Prevalence, Etiology and Therapy of Micturition Disorders of Children With a Mental and/or Motoric Disability
Procedure: Questionnaire and micturition and drinking diaries
Procedure: Clinical and functional examination (uroflowmetry, bladder scan and video-urodynamic examination)
Behavioral: Adaptation of the drinking scheme
Drug: Anticholinergic therapy
Behavioral: Micturition clock
|Study Design:||Allocation: Non-Randomized
Endpoint Classification: Efficacy Study
Intervention Model: Single Group Assignment
Masking: Open Label
Primary Purpose: Treatment
|Official Title:||Prevalence, Etiology and Therapy of Micturition Disorders of Children With a Mental and/or Motoric Disability|
- Prevalence of micturition disorders
- Etiology of micturition disorders after 10 weeks observation
- Influence of drinking scheme on bladder capacity and micturition continence after 10 weeks observation
- Efficacy of the therapy after 3, 6, 9, 12 months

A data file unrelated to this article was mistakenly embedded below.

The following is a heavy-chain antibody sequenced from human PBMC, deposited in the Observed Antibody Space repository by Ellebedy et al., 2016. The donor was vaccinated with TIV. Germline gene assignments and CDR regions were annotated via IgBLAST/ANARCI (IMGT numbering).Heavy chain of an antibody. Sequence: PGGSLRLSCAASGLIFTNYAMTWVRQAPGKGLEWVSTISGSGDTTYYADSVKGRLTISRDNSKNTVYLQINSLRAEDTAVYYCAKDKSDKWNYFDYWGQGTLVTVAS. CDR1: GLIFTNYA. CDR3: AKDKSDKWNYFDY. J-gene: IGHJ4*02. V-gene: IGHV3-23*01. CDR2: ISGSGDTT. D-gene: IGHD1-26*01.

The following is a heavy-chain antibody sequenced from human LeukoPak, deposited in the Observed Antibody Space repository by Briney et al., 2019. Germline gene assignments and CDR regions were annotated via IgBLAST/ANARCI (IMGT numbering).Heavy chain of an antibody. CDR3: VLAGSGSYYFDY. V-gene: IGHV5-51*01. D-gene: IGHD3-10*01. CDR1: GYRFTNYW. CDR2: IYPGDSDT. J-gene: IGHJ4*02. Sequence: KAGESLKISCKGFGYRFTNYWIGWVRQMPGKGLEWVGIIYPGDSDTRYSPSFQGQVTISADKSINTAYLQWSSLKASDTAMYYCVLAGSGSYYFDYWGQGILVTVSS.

|Study Start Date:||September 2004|
Overview of the problem by a questionnaire, diary of micturition and drinking behaviour, filled out by the parents or by the staff of the institution.
Investigation of the etiology by clinical and functional examination (uroflowmetry, bladder scan, video-urodynamic examination).
- Uroflowmetry: two periods of two weeks, with 6 weeks break between both periods. During the follow-up period every 3 months during 12 months
- Bladder scan: once during the periods of the uroflowmetry
- Video-urodynamic examination: once in selected participants, after consent of the parents
- Adaptation of the drinking behaviour: start after two weeks of observation, after uroflowmetry and bladder scan. Continuous proces.
- Therapeutic measures (medication, miction clock): start after 10 weeks of observation or after video-urodynamic examination.
Development of a therapeutic plan: adaptation of the micturition and drinking behaviour, anticholinergic therapy.
Please refer to this study by its ClinicalTrials.gov identifier: NCT00148005
|University Hospital Ghent|
|Ghent, Belgium, 9000|
|Principal Investigator:||Erik Van Laecke, MD||University Hospital, Ghent|